Last year’s consolidation of Macon and Bibb Counties hasn’t dampened the recovery of the residential real estate markets in the area. Houston County has also been experiencing a market resurgence. The gains aren’t enormous or flashy; rather they are the slow, steady bankable gains that signal continuing market recovery. Home sales in both counties have trended upward since their low point in 2010.
2014 was typical of the market growth for the area, according to Fickling & Co VP of sales Guy Gunn. “It followed previous years’ trends pretty much in terms of month-by-month activity,” says Gunn. “The bottom of the market in Macon was 2010, and it has been picking up slowly, but steadily since 2010.”
Senior Fickling VP Elaine Lee, who works in the Warner Robins office, agrees with Gunn’s assessment, saying, “We had an increase in the market and overall not huge adjustments in sales prices, but we did see some increase in sale prices.”
Fickling Co, a Macon-based multiple listing service for Macon-Bibb, Monroe, and Jones counties, showed $216.7 million in the sales of 1,850 properties in 2014. This in an increase of 8.7% from the 2013 sales, which totaled $199.3 million for 1,859 properties. The Houston County MLS showed 1,816 sales valued at $274.6 million for 2014, an increase of 7.3% from the 1,718 home sales totaling $255.9 million in 2013. Home sales in all four counties remain steady, with median home prices on a definite upswing.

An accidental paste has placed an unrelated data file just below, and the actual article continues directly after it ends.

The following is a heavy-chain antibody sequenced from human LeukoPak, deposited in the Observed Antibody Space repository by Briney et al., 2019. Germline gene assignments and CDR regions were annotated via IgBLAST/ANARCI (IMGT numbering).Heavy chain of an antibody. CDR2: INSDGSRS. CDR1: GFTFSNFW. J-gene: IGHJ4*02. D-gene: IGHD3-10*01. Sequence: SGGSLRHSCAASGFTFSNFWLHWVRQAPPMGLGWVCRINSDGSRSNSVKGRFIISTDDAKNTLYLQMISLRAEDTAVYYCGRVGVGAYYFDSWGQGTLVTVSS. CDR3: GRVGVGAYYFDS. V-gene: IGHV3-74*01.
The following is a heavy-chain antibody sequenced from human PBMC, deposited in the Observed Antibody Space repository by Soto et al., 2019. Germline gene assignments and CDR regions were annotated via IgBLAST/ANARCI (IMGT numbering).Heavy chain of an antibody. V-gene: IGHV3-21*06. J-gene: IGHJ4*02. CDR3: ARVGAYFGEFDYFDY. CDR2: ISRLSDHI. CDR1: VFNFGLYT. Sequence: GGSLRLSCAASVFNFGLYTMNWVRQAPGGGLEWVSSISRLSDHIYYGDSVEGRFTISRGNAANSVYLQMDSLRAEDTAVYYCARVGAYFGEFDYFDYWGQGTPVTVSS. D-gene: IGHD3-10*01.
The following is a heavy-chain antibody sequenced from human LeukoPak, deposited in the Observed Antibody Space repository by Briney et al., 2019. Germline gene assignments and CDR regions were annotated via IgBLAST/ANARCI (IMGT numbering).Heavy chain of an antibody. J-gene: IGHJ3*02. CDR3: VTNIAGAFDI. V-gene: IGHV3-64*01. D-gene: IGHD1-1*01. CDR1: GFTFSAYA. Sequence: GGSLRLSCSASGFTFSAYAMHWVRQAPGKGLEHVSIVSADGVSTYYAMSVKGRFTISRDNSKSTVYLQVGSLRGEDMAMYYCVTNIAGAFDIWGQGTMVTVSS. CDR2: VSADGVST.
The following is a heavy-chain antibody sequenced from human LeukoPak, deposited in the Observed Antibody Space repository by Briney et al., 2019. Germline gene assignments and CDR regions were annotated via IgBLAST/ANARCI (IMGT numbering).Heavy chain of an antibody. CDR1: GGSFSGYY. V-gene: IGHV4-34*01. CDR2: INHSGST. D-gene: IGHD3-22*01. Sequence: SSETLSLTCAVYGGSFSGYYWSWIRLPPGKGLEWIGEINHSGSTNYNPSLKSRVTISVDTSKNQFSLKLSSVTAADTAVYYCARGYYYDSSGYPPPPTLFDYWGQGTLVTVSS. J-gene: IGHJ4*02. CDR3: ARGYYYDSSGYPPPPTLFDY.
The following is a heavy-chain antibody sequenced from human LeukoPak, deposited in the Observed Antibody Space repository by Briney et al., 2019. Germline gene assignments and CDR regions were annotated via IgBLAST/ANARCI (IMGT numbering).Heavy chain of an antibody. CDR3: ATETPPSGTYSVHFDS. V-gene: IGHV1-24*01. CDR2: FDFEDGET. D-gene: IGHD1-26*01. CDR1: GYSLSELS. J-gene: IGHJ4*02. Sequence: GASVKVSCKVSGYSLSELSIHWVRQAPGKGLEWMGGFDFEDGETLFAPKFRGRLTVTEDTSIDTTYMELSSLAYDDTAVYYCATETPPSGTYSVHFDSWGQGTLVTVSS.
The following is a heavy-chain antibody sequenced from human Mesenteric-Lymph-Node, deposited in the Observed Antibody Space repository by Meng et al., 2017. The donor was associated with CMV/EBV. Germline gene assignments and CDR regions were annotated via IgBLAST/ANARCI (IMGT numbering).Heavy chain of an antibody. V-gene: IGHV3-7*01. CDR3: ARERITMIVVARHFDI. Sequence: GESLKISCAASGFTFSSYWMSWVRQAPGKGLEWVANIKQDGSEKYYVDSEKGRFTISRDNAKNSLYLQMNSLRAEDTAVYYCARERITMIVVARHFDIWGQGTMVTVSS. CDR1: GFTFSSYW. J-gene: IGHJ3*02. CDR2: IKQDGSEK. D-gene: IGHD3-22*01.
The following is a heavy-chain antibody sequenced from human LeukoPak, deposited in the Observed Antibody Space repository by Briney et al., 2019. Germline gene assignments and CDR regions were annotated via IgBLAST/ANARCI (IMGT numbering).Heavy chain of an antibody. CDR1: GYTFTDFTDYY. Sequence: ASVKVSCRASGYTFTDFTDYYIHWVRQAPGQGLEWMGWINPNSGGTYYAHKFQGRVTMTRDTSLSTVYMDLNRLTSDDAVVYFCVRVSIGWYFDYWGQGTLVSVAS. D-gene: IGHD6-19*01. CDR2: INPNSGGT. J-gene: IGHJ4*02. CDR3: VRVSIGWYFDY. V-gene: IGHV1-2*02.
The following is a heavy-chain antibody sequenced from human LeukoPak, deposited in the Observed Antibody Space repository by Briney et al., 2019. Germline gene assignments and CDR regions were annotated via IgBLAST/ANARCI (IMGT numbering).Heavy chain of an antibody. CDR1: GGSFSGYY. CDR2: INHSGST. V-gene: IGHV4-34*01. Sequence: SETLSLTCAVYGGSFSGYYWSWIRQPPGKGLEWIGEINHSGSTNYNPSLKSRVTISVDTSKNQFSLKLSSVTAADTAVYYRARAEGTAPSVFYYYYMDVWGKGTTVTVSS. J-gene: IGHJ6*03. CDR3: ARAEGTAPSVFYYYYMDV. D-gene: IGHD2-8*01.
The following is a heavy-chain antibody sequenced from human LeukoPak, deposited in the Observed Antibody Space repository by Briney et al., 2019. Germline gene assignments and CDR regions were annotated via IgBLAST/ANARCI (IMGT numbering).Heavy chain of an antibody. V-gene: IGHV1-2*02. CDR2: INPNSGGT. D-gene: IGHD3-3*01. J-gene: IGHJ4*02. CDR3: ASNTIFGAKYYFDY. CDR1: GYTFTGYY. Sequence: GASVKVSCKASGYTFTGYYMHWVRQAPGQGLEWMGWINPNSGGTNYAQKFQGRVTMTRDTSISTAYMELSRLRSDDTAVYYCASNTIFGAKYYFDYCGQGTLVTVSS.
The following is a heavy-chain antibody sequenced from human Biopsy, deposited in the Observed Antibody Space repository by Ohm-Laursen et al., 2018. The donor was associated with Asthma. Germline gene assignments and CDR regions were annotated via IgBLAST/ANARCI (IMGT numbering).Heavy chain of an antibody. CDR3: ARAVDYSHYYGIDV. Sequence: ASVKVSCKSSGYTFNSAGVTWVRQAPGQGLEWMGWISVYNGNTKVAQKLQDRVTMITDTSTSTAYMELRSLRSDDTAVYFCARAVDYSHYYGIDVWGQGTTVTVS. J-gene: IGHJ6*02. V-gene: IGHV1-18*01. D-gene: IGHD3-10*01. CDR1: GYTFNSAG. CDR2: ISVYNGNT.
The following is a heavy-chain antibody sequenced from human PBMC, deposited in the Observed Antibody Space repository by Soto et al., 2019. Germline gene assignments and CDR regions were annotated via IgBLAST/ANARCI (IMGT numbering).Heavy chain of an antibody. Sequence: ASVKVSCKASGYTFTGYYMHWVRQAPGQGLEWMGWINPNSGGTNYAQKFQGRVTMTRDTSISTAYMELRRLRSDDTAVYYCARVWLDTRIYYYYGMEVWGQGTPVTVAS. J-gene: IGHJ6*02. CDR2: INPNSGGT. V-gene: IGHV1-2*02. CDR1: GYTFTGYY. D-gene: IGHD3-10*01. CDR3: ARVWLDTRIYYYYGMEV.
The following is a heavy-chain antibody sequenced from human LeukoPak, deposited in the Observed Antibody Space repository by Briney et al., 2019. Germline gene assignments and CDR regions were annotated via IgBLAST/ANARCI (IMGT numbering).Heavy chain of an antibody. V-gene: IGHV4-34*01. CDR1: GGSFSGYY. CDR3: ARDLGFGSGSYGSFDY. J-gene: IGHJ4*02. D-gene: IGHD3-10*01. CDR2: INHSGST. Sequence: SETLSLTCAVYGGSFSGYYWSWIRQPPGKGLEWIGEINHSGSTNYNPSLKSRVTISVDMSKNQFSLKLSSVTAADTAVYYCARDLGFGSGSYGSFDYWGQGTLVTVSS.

While the mid-state Georgia real estate market has not always conformed to national trends, the current market is fairly close to national averages and expectations. Oxford Economics lead economist Gregory Daco explains that the housing market “continues to move slowly forward, but at a modest pace … We’re expecting the different drivers of the housing sector to get in place. That’s an environment of low rates, reduced home price inflation, accelerating wage growth and rising or strong confidence.”
Macon-based builder Klassix Home Designs reports that business increased in 2014. Troy Moxley, co-owner of Klassix, says that, “People started turning loose of their money, and we started remodeling more and building more,” and that when the bank lending standards relaxed, “it got a lot better last year. It’s been steadily picking up … More people are calling, and I’m getting more work.” Klassix has six houses currently under construction. All of the firm’s current projects are are being custom-built for buyers, but they expect to build one or two spec homes to model Klassix’s work once the market picks up steam.